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New York bans ‘addictive feeds’ for teens

New York bans ‘addictive feeds’ for teens

New York Governor Kathy Hochul (D) signed two bills Thursday aimed at protecting children and teens from the harms of social media, making it the latest state to take action amid a vote on federal proposals.

One of the bills, the Stop Addictive Feeds Exploitation (SAFE) for Kids Act, would require social media companies to get parental consent to use “addictive feeds” powered by recommendation algorithms on children and teens under the age of 18. The other, the New York Child Data Protection Act, would limit data collection on minors without consent and prohibit the sale of such information, but would not require age verification. The law will go into effect in a year.

States across the country have taken the lead in creating laws to protect children on the internet — and it’s an area where both Republicans and Democrats agree. While approaches vary somewhat by party, policymakers from both parties have signaled an urgent interest in similar regulations to protect children on the internet. For example, Florida Governor Ron DeSantis (R) signed a bill into law in March that requires parental consent for children under the age of 16 to create social media accounts. And in May, Maryland Governor Wes Moore (D) signed a comprehensive privacy bill into law, as well as the Maryland Kids Code, which bans the use of features like autoplay or spammy notifications to keep minors on social media longer.

While federal legislators have introduced popular proposals like the Kids Online Safety Act (KOSA), they have yet to receive floor votes and still face opposition from some groups who fear the bill could withhold resources for underrepresented groups like the LGBTQ+ community. States have filled the gap, creating a framework of regulation across the country that industry leaders often say is hard for smaller players to keep up with.

"Is anyone holding their breath waiting for a federal solution?" Hochul asked at a celebratory press conference before the signing. "Me neither."

The sponsors of New York's SAFE for Kids Act wrote that it aims to "protect children's mental health from the addictive feeds used by social media platforms and prevent sleep disruptions caused by social media use at night." In addition to algorithm restrictions, it would prevent platforms from sending notifications to minors between midnight and 6 a.m. without their parents' consent. The bill directs the Attorney General's Office to determine appropriate age verification methods and says they cannot rely solely on biometrics or government identification. The law will take effect 180 days after the AG rules, and the state can then fine companies $5,000 per violation.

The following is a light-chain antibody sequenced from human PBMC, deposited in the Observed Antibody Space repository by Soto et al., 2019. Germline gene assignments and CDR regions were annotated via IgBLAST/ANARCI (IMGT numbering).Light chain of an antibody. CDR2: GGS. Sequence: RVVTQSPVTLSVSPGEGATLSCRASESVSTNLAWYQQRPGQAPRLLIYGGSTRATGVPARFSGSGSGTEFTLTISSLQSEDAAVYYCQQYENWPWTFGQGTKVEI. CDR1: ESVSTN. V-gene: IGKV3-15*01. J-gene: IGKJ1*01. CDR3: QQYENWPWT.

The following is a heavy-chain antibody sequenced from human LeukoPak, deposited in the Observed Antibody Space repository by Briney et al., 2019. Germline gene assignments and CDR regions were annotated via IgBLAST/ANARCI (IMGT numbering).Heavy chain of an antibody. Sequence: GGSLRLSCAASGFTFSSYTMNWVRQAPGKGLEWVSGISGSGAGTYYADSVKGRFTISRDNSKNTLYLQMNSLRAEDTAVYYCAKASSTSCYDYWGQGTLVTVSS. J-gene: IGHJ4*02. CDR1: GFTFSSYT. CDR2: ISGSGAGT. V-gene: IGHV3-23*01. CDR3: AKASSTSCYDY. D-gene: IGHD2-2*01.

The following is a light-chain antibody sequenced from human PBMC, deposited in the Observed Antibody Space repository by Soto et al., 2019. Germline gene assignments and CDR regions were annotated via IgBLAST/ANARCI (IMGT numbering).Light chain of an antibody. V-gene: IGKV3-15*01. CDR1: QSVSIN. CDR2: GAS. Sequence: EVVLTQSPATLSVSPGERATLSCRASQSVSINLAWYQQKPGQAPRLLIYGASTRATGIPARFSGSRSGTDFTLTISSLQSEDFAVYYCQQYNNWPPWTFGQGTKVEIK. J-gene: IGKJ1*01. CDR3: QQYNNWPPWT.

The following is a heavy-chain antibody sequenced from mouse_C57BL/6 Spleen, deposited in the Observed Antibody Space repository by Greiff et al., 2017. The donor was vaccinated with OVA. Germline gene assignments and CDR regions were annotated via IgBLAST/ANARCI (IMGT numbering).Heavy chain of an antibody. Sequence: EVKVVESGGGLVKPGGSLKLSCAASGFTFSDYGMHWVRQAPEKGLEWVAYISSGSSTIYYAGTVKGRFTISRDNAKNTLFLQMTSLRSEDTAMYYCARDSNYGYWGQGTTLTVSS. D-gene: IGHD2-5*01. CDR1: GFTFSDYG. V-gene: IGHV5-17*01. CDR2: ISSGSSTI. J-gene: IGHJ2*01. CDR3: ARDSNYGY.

New York Attorney General Letitia James pointed to opposition from tech industry lobbyists, which politicians had to overcome to pass the bill. "They threw money and we had bodies," James said. "Bodies of parents and parents all across New York state who recognize the dangers of social media."

Despite the plethora of bills aimed at making children safer online, they have also faced legal challenges. Last year, a California court blocked that state's age-appropriate design code, which was intended to address data collection on children and make platforms more responsible for how their services could harm children. While the court said the law had important objectives, it ruled that the challenge was likely to prevail on the merits because the law could have a chilling effect on legal speech. "Data and privacy protections intended to protect children from harmful content, if applied to adults, would also protect adults from that same content," the judge wrote. This bill is also likely to face opposition. NetChoice, an industry association bringing the California lawsuit, has already called the Safe for Children Act unconstitutional. Carl Szabo, vice president and general counsel of NetChoice, said in a statement that the law "would increase children's exposure to harmful content by requiring websites to order feeds chronologically, with the most recent posts about sensitive topics." Adam Kovacevich, CEO of the center-left tech industry group Chamber of Progress, warned that the SAFE for Kids Act "would face a constitutional landmine" as it relates to what speech platforms can show users. "It's a well-intentioned effort, but it's aimed at the wrong target," he said in a statement. "Algorithmic curation makes teens' feeds healthier, and banning algorithms would make social media even worse for teens." But Hochul told CBS News in an interview about the SAFE for Kids Act, "We've checked to make sure, we think it's constitutional."

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